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1 Bob Dillon  Sat, Nov 24, 2012 4:03:46pm

It would seem that both sides were so busy feeding off of Hostess that it simply imploded.

2 TedStriker  Sat, Nov 24, 2012 4:29:01pm

re: #1 Bob Dillon

It would seem that both sides were so busy feeding off of Hostess that it simply imploded.

Umm, no.

As much as some people want to pin some blame on the unions for how this all went down, I can't really fault them for calling Hostess management on their BS. In any case, Hostess might have a suitor; read this CNN/Money story, because there's some very instructive parts in it about why Hostess went tits up:

[Link: finance.fortune.cnn.com...]

"I think that we could offer a slightly better, more labor-friendly deal than what was on the table last week," says Sun co-CEO Marc Leder, in an interview with Fortune. "We also think that one point the unions have made is that there hasn't been a great amount of reinvestment in the business. We've found that investing new capital into companies like this can be very positive for brand, people and profitability... We would look to invest in newer, more modern, manufacturing assets that would enable the company to become more productive and to innovate."

Basically, the current vulture capital ownership has been doing a Romney/Bain Capital and has been wringing any profits out of Hostess into their own pockets and putting the company deeper and deeper into debt, while not investing much into facilities and equipment, ensuring that what we are seeing unfold now with the shutdown and attempted liquidation was going to be inevitable.

Sounds to me like the BCTWGM saw the writing on the wall after Hostess management wanted to slash their pay and benefits closer to the bone and said "NO MORE!", even at the probable expense of their own jobs going into winter and the holidays.

Hopefully, Sun Capital can pull off a buyout and get Hostess and its workers back to work soon.

3 Amory Blaine  Sat, Nov 24, 2012 5:01:30pm

Someone should alert the media. Because if you listen to the soundbites, it was all the unions fault after they "failed" to take the deal.

4 Lidane  Sat, Nov 24, 2012 5:15:49pm

Gee, you mean that shitty, incompetent management and a revolving door at the top which saw a half-dozen CEOs in less than a decade would lead to a multi-billion dollar sales juggernaut imploding?

Who could have ever predicted such a thing?

///

5 calochortus  Sat, Nov 24, 2012 5:32:24pm

But try telling any of this to the anti-union folks.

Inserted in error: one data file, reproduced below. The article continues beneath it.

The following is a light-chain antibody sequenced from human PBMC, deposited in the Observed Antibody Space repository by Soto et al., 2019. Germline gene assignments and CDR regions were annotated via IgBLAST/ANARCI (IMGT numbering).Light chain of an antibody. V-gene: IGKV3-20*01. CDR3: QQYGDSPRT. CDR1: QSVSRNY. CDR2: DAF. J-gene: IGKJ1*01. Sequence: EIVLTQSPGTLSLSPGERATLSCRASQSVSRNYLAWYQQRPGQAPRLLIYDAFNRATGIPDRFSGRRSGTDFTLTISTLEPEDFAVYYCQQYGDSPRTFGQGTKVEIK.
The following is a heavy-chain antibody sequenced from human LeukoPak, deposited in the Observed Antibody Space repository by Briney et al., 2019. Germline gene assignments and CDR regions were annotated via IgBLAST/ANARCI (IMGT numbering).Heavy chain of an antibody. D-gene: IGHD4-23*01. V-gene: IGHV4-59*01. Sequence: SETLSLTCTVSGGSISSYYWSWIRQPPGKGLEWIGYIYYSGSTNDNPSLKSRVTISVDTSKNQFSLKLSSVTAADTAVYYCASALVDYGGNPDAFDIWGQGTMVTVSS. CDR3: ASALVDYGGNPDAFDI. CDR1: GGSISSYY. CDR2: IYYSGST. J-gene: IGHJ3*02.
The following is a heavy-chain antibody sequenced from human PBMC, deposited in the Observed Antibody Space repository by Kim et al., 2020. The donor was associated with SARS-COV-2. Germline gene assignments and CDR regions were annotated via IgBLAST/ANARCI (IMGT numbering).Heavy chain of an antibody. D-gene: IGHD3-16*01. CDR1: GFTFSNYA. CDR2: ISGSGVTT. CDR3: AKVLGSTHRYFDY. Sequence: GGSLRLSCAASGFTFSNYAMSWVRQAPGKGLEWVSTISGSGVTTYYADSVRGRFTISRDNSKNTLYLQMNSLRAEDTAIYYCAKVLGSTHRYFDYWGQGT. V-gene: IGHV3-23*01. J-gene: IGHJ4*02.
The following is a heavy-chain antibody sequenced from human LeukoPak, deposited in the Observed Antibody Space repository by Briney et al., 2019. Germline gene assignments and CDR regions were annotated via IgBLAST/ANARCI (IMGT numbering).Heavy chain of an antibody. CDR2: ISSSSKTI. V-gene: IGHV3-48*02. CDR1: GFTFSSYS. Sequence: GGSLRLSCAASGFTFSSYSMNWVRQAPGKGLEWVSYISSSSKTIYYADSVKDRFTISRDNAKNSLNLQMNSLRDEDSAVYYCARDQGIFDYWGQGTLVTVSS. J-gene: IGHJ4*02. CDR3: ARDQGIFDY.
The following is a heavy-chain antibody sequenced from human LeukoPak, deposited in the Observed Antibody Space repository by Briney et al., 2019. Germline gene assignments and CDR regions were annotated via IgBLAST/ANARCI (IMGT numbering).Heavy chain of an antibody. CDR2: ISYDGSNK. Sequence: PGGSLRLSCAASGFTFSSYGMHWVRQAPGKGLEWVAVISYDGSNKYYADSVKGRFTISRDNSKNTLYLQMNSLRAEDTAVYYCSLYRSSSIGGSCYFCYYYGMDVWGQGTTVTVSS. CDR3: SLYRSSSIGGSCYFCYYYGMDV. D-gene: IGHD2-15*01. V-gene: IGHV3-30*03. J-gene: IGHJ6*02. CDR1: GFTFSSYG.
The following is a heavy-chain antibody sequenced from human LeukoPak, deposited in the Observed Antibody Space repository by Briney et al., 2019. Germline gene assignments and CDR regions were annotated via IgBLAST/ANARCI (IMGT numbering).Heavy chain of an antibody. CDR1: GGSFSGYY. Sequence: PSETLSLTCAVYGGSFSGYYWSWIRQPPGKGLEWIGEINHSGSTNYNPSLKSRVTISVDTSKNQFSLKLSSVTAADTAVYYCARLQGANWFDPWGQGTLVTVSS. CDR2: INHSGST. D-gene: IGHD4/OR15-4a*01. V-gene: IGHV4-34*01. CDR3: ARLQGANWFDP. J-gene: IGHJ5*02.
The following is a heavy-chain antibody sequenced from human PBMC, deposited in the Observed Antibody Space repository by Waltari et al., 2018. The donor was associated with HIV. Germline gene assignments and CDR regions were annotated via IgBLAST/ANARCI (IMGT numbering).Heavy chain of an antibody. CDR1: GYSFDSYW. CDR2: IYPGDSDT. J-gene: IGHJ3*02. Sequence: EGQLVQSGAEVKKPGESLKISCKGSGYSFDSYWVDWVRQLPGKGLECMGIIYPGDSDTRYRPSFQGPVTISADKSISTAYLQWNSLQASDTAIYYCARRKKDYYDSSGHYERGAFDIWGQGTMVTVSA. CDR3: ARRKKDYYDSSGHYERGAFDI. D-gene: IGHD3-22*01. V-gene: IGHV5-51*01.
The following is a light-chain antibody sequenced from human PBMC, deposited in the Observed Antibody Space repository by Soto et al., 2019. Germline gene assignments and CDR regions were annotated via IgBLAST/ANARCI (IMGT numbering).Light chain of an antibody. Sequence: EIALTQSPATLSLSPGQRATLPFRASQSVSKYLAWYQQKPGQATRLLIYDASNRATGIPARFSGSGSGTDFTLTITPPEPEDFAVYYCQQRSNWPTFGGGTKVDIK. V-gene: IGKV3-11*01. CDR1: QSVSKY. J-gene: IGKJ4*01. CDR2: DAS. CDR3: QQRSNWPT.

IIRC, the unions did give up some stuff the last time their contracts were up for renewal. Management was just intent on sucking every possible cent out of the business.

6 Bob Dillon  Sat, Nov 24, 2012 6:36:59pm

re: #2 TedStriker

[Link: littlegreenfootballs.com...]

Management was at fault and I posted as such. However with the following union rules someone would have to be crazy to take on and continue with this:

"Uncounted in the above numbers were the outrageous union-imposed rules that made for a too-high-to-bear cost of sales:

No truck could carry both bread and snacks even when going to the same location
Drivers were not permitted to load their own trucks
Workers who loaded bread were not allowed to also load snacks
Bringing products from back rooms to shelves required another set of union employees
Multi-Employer pension obligations made Hostess liable for other, previously bankrupted, retirement plan contributions from employees that never worked for Hostess at all"

7 KingKenrod  Sat, Nov 24, 2012 6:49:25pm

The best article I've read about the long decline of Hostess was written by David A. Kaplan for Fortune magazine - you can read it here. It was published before the final failure of the company to reach an agreement with its unions.

High labor costs were an issue. But so were high commodity costs, too much debt, a growing public distaste for their products, and finally the recession.

Another reason (not mentioned in the article) is that the acquisition spree that Hostess's predecessor IBC went on in the late 1990's never paid off - IBC wound up paying excessive debt service but never modernized to take advantage of the expansion (cutting labor costs and negotiating better contracts would be part of this). This landed IBC in bankruptcy court, only to emerge after 5 years with even more debt.


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